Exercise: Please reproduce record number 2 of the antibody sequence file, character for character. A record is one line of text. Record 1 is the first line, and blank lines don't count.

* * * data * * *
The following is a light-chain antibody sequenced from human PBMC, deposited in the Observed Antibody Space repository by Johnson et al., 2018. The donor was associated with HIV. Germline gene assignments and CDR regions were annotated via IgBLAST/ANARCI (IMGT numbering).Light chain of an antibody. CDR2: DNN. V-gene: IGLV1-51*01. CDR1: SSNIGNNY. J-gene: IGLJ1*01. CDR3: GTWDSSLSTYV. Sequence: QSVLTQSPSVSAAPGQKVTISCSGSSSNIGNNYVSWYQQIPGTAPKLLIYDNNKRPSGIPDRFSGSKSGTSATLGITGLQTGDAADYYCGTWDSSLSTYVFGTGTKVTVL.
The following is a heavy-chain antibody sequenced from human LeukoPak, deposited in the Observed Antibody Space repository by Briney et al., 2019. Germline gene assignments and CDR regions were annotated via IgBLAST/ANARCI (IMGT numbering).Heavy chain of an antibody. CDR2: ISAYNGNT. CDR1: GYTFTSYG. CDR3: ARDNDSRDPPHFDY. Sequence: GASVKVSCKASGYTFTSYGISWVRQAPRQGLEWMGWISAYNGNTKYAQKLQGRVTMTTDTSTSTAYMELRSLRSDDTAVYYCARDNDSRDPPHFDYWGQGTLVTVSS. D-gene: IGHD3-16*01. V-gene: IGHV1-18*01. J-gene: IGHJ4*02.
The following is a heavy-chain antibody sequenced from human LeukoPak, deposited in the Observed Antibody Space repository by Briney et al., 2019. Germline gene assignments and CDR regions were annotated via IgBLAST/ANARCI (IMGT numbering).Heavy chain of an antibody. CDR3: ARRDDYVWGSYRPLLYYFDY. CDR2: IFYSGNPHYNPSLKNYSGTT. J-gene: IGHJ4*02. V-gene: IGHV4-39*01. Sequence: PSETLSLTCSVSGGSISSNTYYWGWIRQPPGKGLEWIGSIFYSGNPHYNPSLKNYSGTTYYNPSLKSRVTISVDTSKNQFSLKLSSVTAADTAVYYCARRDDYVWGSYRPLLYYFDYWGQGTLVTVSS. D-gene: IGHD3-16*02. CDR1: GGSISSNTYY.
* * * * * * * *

The following is a heavy-chain antibody sequenced from human LeukoPak, deposited in the Observed Antibody Space repository by Briney et al., 2019. Germline gene assignments and CDR regions were annotated via IgBLAST/ANARCI (IMGT numbering).Heavy chain of an antibody. CDR2: ISAYNGNT. CDR1: GYTFTSYG. CDR3: ARDNDSRDPPHFDY. Sequence: GASVKVSCKASGYTFTSYGISWVRQAPRQGLEWMGWISAYNGNTKYAQKLQGRVTMTTDTSTSTAYMELRSLRSDDTAVYYCARDNDSRDPPHFDYWGQGTLVTVSS. D-gene: IGHD3-16*01. V-gene: IGHV1-18*01. J-gene: IGHJ4*02.